So I've been re-reading Slouching Toward Bethlehem, and it's funny, because the way she figures herself in her writing is the way I've actually always wanted my life to look. There is a section of her L.A. essay that has her going to the grocery store with her baby daughter, in a bikini on a hot day, and an older woman says "What a thing to wear to Ralph's." I can only imagine that her brain, like mine, works constantly to romanticize the everyday self. Why else the anecdote about the bikini? In the essay it's meant, I think, to convey the weirdness of L.A.'s interpersonal climate, but what she really wants you to see is HER, in the bikini, with the grocery cart. And I sympathize with this so so much.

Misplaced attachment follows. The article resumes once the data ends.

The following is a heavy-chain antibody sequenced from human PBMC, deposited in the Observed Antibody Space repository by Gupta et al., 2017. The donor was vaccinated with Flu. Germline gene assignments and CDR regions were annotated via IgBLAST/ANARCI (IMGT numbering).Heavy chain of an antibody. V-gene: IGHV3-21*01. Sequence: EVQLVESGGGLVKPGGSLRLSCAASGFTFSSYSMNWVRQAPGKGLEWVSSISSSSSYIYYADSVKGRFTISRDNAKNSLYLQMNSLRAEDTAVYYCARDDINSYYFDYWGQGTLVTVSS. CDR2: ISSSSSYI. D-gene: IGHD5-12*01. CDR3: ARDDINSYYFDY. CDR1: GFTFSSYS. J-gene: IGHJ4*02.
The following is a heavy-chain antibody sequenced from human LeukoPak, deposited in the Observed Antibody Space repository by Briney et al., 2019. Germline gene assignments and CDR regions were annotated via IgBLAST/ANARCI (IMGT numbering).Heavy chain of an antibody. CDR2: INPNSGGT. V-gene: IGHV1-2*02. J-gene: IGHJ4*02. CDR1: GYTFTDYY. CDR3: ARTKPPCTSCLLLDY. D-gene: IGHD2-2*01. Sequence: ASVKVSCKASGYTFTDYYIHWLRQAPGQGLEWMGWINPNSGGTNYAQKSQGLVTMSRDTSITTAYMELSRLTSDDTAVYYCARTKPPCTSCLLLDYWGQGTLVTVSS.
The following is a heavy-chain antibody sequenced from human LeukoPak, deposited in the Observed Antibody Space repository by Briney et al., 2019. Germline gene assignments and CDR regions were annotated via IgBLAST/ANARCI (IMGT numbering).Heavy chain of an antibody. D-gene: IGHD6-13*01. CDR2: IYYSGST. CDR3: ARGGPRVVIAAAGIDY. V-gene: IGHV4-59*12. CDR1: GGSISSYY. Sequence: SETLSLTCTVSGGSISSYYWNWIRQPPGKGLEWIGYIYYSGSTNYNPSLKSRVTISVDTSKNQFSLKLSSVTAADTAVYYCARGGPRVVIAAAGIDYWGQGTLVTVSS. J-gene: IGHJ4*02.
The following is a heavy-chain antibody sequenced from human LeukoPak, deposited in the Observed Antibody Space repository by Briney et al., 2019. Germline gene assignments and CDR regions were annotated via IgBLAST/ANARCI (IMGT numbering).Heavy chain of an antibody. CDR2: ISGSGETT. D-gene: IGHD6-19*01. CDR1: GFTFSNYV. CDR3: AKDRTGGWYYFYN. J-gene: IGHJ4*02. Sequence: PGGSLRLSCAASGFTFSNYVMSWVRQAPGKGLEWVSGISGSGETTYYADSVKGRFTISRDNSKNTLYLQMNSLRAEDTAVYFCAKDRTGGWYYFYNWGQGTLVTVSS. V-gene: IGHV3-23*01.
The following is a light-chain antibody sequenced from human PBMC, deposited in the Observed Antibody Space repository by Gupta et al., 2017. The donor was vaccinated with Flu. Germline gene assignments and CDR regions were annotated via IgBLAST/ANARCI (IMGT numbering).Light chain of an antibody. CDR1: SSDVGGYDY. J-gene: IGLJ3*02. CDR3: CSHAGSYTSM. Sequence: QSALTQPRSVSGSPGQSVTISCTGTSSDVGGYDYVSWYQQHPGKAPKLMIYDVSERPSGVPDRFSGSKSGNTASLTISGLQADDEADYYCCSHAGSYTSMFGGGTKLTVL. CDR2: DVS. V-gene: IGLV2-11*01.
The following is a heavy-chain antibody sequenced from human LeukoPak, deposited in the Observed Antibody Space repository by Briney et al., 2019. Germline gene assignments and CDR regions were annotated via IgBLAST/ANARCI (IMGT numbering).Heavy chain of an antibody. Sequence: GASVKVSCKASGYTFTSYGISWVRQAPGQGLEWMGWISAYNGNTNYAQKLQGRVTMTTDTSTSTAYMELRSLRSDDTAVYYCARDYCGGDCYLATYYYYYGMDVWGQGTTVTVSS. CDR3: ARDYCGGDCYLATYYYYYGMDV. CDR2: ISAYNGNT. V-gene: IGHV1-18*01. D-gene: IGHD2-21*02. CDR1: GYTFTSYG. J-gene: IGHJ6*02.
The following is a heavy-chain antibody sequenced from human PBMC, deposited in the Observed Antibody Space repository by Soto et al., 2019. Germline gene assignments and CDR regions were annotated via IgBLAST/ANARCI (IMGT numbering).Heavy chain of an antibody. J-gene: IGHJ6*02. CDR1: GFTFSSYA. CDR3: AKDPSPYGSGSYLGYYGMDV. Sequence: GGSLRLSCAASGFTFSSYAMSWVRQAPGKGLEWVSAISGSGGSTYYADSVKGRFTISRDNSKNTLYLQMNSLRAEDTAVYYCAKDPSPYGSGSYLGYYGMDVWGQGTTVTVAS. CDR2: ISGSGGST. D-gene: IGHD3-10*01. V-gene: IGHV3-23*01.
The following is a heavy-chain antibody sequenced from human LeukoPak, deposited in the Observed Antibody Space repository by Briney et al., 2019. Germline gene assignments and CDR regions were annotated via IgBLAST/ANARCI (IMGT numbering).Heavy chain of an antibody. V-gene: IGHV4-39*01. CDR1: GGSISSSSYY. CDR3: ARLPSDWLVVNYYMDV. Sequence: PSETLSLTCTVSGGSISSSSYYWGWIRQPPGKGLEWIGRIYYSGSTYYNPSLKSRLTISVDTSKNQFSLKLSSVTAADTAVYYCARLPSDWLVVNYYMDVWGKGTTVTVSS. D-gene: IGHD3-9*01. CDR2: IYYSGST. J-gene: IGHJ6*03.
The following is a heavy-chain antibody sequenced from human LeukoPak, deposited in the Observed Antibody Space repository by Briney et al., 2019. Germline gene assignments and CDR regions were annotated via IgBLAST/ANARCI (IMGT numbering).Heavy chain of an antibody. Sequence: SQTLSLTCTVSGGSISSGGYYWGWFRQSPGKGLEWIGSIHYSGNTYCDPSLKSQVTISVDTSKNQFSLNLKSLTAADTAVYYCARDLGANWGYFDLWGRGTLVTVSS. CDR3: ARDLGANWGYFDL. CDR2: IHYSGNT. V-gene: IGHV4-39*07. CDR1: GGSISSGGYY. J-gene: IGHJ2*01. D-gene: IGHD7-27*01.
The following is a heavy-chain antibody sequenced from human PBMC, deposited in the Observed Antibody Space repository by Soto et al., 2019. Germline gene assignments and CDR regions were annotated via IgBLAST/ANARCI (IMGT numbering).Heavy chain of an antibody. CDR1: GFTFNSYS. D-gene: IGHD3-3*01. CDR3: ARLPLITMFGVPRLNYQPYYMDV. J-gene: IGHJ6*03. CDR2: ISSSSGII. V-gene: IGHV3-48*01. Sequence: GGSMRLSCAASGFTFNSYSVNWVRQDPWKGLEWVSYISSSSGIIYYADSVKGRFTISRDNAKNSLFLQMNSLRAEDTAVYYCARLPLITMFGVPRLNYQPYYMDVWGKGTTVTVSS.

I think it must have to do with how ambivalent I feel about my actual, physical self. When Lauren and I go to yoga and the teacher says that we are "alienated from our bodies" as New Yorkers in winter, I have to admit that this is how I feel all the time. There are girls, personified for me by those eighties-movie adolescent tomboys with shorts and baseball caps, who do without all the self-presentation. And it's hilarious to me that what I've actually achieved, at twenty-three, is something similar to the thing I've romanticized for quite possibly ever. Not that I feel solid to myself--to feel that way I think I will have to start playing volleyball or something.